Photo Credit: Joshua L. Jones/file
Protesters gathered at the Arch the day after Donald Trump won the Nov. 8 election.
Inauguration Day is almost here, and when President-elect Donald Trump takes office, cities around the nation will see marches and movements in opposition to the new administration.
In Athens, organizers from Athens for Everyone, the Bombs Away Collective and other groups are planning what they’re billing as the largest protest in the city’s history, dubbed the Day of Resistance, starting at 5:30 p.m. Friday, Jan. 20 at Athens City Hall.
In addition, on Martin Luther King Jr. Day earlier this week, a new “community civic engagement” project called 100+ Days of Action to Speak Up and Reach Out kicked off. Hilda Kurtz and Linda Gilbert started the organization as a way to build strength within the community during the first 100 days of the new presidential administration.
The plus sign is important because it means that the actions should extend beyond 100 days; however, during that time, citizens are called to become more civically involved. “It is also a time to care more, and to develop new insights into other people’s concerns, as well as skill sets with which to take action. The 100+ Days of Action project offers pathways for doing those things,” Kurtz says.
The group will link the work of nonprofits through a community calendar, host weekly Solidarity Sunday “teach-ins” and aid community members in finding real action items they are passionate about. “One of our goals is to connect groups and individuals with others,” Gilbert says. “Too often folks are thinking and doing in isolation, not realizing that others in the Athens community are also working on related issues… Strength comes from talking with others and building relationships.”
Ashley Na, one of the organizers for the Day of Resistance, says they anticipate the big turnout on the day of the march because—similarly to Kurtz and Gilbert’s idea of including everyone—“it’s not specific to any one organization or any one theme or cause.”
After the surprising election results in November, A4E hosted the What Now? Organize! meeting, which attracted around 500 people. There, the idea for a march in opposition to the incoming administration was born. In the wake of the election, A4E organizers knew they wanted to have a response, board member Jesse Houle says. They chose Inauguration Day because they had time to plan, and it was an opportune day to show that they intend to resist the new administration.
“There’s been a lot that we’ve been working to resist already,” Houle says. “People have been deported and imprisoned and oppressed in a whole variety of ways, and there was a very high poverty rate in this town long before Trump was even considered as a candidate. But a lot of those things are going to get even worse, and really what we have now is an opportunity to organize with even more people to continue to resist, even more effectively, those things that we have been working for already.”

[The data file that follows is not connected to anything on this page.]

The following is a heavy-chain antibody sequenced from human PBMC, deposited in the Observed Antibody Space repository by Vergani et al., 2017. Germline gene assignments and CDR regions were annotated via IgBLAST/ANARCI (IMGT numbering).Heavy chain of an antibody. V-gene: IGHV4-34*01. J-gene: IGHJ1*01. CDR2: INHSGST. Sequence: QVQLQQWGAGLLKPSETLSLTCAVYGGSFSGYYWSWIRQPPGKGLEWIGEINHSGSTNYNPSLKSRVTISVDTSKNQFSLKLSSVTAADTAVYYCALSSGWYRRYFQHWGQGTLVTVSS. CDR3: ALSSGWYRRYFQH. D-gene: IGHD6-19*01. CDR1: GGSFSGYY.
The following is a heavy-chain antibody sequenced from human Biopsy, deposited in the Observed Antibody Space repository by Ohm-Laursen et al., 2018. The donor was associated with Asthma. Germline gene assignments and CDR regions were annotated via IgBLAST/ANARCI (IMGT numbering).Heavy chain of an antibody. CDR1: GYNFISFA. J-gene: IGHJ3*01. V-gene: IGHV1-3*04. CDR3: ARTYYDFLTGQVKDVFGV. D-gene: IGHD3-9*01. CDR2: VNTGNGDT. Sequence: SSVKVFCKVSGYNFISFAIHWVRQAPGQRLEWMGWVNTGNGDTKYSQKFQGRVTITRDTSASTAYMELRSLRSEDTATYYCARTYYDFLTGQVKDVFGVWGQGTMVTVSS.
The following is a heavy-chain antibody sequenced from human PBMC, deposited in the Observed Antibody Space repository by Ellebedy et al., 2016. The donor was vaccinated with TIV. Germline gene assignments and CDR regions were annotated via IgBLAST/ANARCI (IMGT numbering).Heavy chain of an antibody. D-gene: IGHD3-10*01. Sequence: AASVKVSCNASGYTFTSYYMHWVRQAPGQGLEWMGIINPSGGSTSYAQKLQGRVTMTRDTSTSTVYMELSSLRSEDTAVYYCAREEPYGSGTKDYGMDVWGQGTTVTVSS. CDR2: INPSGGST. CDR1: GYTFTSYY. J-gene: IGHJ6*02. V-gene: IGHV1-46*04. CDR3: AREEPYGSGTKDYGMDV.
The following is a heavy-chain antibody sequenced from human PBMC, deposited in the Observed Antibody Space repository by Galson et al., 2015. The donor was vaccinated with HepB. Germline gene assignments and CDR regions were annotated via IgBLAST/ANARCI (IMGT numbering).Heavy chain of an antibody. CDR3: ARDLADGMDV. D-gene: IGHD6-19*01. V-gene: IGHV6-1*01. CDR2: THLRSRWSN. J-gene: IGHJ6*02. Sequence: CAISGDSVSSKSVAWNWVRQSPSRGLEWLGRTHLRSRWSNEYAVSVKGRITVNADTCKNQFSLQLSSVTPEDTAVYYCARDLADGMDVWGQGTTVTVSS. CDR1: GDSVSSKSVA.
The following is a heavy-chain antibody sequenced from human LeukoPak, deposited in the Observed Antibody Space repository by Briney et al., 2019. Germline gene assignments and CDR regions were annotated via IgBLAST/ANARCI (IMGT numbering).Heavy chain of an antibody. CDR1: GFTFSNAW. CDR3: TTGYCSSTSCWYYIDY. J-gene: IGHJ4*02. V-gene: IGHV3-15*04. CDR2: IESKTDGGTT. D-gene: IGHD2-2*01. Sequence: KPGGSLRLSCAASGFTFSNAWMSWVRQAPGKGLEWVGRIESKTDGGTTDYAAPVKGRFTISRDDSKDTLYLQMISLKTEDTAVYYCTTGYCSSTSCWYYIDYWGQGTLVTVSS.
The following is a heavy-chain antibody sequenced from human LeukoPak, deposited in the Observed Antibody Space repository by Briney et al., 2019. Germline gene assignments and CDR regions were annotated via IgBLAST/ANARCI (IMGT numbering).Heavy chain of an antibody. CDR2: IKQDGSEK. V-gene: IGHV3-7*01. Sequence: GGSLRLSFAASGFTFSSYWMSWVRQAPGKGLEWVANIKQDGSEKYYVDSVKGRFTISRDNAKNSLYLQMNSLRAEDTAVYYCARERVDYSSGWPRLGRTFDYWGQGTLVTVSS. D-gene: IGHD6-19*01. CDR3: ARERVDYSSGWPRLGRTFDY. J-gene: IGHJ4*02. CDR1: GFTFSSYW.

This protest may be a little different than what folks in Athens are used to seeing, Houle and Na say. Art and music will play a role in making the march as theatrical as possible. “Something that’s going to be really different is that we’re going to have some really powerful artwork,” Na says. Though she and Houle won’t reveal exactly what that might look like, they mention banners, posters and even puppets. Houle grins and says they will be “augmenting singing with… other things.”
An important aspect to Houle and Na is that the speakers come from the communities with which the march is meant to show solidarity. “We want to have speakers from marginalized communities,” says Na, who hopes to have speakers on sexual assault and abortion access, as well as representatives from the Muslim, LGBTQ, immigrant and African-American communities.
Houle and Na say the march will serve as an opportunity for people to come together, show solidarity and feel empowered. “Hopefully, that will be the moment when they decide to commit to the resistance, and that’s when we will solidify our relationship as a community in moving forward together,” says Na, hinting that after the march, they don’t intend to quiet down.
Houle doesn’t think they will, either. “Whether we’re pressuring City Hall or other institutions—UGA, the Board of Regents—to make better decisions or standing together to build better alternatives, I think we’re going to see more people participating in that stuff. If things continue as they have or get worse, which we anticipate they might with deportations and [Immigration and Customs Enforcement] raids and things like that, we plan to organize people to take a bolder stand against that.”
Houle and Na’s hope is to harness the energy of the What Now? Organize! meeting and channel that into a huge display of opposition on the 20th that will leave a lasting impression on those who attend or witness. Having solid action items is an important part of the march, and they’ll instruct people on how to donate to the Magnolia Fund (a local group that assists women seeking abortions), train in bystander intervention and even flood the Muslim registry if that were to become a reality. If marching and chanting isn’t enough involvement, volunteers are needed for everything from photo and video to handing out flyers.